Original paper

Acaulospora viridis, a new species in the Glomeromycetes from two mountain ranges in Andalucía (Spain)

Palenzuela, Javier; Azcón-Aguilar, Concepción; Barea, José-Miguel; da Silva, Gladstone Alves; Oehl, Fritz


A new Acaulospora species was found in two adjacent mountains ranges in Andalucía (southern Spain), i.e. in Sierra Nevada National Park at 1270–3200 m asl around roots of Artemisia umbelliformis, Sorbus hybrida, Laserpitium longiradium among others, and in a shrubland and grassland at 1855–2028 m asl in the Sierra de Baza Natural Park. The fungus produced spores in single species cultures, using Sorghum vulgare or Trifolium pratense as bait plant. The new species was named A. viridis because of its greenish appearance under the dissecting and in the compound microscope. The spores have a smooth surface and are similar in size to several other Acaulospora species, such as A. koskei, A. laevis, A. capsicula, A. colliculosa and A. entreriana. However, the new species can easily be distinguished from all these fungi by the diagnostic staining of the middle wall in Melzer's reagent. Phylogenetic analyses of sequences obtained from the ITS and partial LSU of the ribosomal genes confirm the new species in a clearly separate clade within the Acaulosporaceae.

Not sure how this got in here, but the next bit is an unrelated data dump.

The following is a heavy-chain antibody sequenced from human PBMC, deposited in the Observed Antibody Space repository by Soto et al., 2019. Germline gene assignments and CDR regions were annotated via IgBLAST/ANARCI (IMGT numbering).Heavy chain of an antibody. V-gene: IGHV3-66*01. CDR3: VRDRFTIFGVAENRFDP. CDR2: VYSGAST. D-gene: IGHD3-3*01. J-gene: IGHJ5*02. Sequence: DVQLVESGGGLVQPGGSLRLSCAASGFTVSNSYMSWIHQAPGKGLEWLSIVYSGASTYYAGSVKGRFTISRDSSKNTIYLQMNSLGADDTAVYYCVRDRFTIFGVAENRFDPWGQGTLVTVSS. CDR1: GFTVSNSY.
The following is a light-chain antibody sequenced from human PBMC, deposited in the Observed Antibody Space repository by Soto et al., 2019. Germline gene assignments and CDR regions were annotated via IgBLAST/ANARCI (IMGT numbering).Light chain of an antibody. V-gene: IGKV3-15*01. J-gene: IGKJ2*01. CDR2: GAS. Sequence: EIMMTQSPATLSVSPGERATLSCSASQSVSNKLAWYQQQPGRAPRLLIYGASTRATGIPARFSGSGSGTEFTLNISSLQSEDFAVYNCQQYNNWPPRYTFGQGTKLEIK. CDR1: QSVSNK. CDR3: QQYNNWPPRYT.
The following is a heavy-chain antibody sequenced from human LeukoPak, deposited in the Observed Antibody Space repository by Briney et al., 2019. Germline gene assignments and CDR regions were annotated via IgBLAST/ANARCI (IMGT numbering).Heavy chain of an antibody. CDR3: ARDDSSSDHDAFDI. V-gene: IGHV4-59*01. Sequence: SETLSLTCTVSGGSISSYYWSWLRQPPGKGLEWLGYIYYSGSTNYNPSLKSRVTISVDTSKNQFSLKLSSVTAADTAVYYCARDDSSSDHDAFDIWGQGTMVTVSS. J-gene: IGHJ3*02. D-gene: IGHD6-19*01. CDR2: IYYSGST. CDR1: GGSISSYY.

arbuscular mycorrhizal fungibiodiversityglomeromycetesmountainous grasslandsphylogeny